Being fitted for hearing aids
The first step in finding hearing aids to suit your needs is to book a free hearing check at a clinic near you.
If this shows signs of hearing loss, a full diagnostic hearing test will be arranged. Once your clinician has assessed your level of hearing, they can help you find a hearing aid to suit your needs.
Hearing aids vary in size. Some are more appropriate for certain types of hearing loss and ear shapes. Your clinician will consult with you on the benefits of various styles and ways in which they can help you improve your hearing.
Your clinician will customise the type of hearing aid you choose to your hearing loss using state-of-the-art fitting equipment.
Bay Audiology is not owned by a hearing aid manufacturer, so our clinicians offer unbiased and expert advice.
Living with hearing aids
Hearing aids can take a while to get used to because your brain has adjusted to having some degree of hearing loss. When you first wear your hearing aids, noises might be amplified or distorted because your brain may need to re-learn sounds.
Don’t worry, this is perfectly normal. Most people take four to six months to get used to new hearing aids.
The more you wear your hearing aids, the quicker you will get used to them. Some people can wear them all day immediately. Other people can only manage a few hours to start with, then slowly increase their wearing time each day.
Some people can wear their devices in quiet and noisy places from day one, while others need to practice with their hearing aids in quiet areas before attempting noisy places.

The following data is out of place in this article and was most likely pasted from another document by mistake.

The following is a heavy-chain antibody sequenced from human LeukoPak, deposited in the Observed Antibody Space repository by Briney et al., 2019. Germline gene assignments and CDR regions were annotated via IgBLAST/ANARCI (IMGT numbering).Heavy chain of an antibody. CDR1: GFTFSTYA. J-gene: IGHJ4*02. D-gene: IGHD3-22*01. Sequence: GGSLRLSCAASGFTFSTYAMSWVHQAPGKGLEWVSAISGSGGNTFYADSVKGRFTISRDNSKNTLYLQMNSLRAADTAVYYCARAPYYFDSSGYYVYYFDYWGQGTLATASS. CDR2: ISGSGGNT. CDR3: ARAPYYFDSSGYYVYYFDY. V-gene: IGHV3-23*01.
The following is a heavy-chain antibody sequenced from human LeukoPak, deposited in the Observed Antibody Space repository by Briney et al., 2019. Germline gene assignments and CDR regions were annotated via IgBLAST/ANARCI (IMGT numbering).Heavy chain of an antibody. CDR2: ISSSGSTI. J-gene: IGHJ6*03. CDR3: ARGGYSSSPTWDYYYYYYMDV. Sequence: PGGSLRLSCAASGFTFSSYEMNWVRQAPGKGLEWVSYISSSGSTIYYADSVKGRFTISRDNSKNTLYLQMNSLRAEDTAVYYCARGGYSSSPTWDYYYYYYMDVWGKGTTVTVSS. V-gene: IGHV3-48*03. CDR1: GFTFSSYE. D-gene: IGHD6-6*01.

Everyone takes longer to get used to wearing hearing aids in noisy environments.
- Try different situations where you feel comfortable wearing your hearing aids in both quiet and noisy places.
- Wear them for as long as you can.
- Increase wearing time every day.
Adjusting to quiet
When you start wearing hearing aids, you may hear sounds you could not hear before, making you more aware of background noises such as:
- The rustling of the newspaper
- The clanging of dishes in the sink or the noise of the dishwasher
- The hum of your computer
- Footsteps on hard surfaces
- Signal indicators in the car
Over time, your brain will readjust to these sounds so you won’t notice them as much.
Adjusting to noise
People with normal hearing only hear 75% of conversations when there is background noise. Someone with hearing loss will hear much less, even with the best hearing aids. Your device will help adjust the noise level to make it more suitable for your needs, but you can help yourself hear better by:
- Positioning, if possible, your back to the noise and facing the person you’re speaking to
- Ensuring the ‘Noise’ program is turned on in both hearing aids if you’re using manual change programs
- Watching someone’s face for visual cues while they are talking
You might experience some whistling or feedback when you hold a telephone to your ear. Try holding the earpiece in different positions to find out where it is most comfortable. It is also important to remember some hearing aid styles have the microphones positioned on top of your ear, so you may need to hold the phone higher than you are used to.
A sudden loud noise startles everyone, even people with perfect hearing. Your hearing aids have been programmed so these sounds won’t damage your hearing.
If you are having difficulties with your hearing aids, or have questions or concerns, contact your local clinic. They will be happy to help you. You may need help with caring for your hearing aids or need a readjustment.
Caring for your hearing aids
Caring for your hearing aid will:
- Ensure they work properly
- Mean you can wear them and keep them for longer
- Minimise potential problems with your hearing.
Book a free hearing check at a clinic near you today so you can start living with better hearing and improve your lifestyle.